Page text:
I am trying to learn and understand name mangling in C++. Here are some questions:

(1) From devx

When a global function is overloaded, the generated mangled name for each overloaded version is unique. Name mangling is also applied to variables. Thus, a local variable and a global variable with the same user-given name still get distinct mangled names.

Are there other examples that are using name mangling, besides overloading functions and same-name global and local variables ?

(2) From Wiki

The need arises where the language allows different entities to be named with the same identifier as long as they occupy a different namespace (where a namespace is typically defined by a module, class, or explicit namespace directive).

I don't quite understand why name mangling is only applied to the cases when the identifiers belong to different namespaces, since overloading functions can be in the same namespace and same-name global and local variables can also be in the same space. How to understand this?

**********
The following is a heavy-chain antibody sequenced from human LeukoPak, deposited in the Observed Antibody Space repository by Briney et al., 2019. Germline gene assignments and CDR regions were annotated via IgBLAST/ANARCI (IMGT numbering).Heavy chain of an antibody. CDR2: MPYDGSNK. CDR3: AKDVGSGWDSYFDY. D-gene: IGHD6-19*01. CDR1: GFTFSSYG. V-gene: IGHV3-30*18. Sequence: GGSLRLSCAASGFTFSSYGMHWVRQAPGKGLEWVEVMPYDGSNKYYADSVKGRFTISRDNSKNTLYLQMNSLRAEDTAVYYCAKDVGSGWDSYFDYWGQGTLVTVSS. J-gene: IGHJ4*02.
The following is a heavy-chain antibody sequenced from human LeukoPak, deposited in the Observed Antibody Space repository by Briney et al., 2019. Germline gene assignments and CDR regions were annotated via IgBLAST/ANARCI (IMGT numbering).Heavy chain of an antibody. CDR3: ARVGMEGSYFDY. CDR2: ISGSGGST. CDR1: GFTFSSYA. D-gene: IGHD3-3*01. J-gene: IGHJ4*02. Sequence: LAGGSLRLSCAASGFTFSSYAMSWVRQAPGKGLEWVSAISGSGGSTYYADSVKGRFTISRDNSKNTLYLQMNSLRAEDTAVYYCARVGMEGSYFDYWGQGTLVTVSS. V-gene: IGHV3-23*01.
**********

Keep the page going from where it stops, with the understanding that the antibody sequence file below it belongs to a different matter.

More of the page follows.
Do variables with same name but in different scopes also use name mangling?

(3) Does C have name mangling? If it does not, how can it deal with the case when some global and local variables have the same name? C does not have overloading functions, right?

Thanks and regards!

up vote 23 down vote accepted

C does not do name mangling, though it does pre-pend an underscore to function names, so the printf(3) is actually _printf in the libc object.

In C++ the story is different. The history of it is that originally Stroustrup created "C with classes" or cfront, a compiler that would translate early C++ to C. Then rest of the tools - C compiler and linker would we used to produce object code. This implied that C++ names had to be translated to C names somehow. This is exactly what name mangling does. It provides a unique name for each class member and global/namespace function and variable, so namespace and class names (for resolution) and argument types (for overloading) are somehow included in the final linker names.

This is very easy to see with tools like nm(1) - compile your C++ source and look at the generated symbols. The following is on OSX with GCC:

namespace zoom
    void boom( const std::string& s )
        throw std::runtime_error( s );

~$ nm a.out | grep boom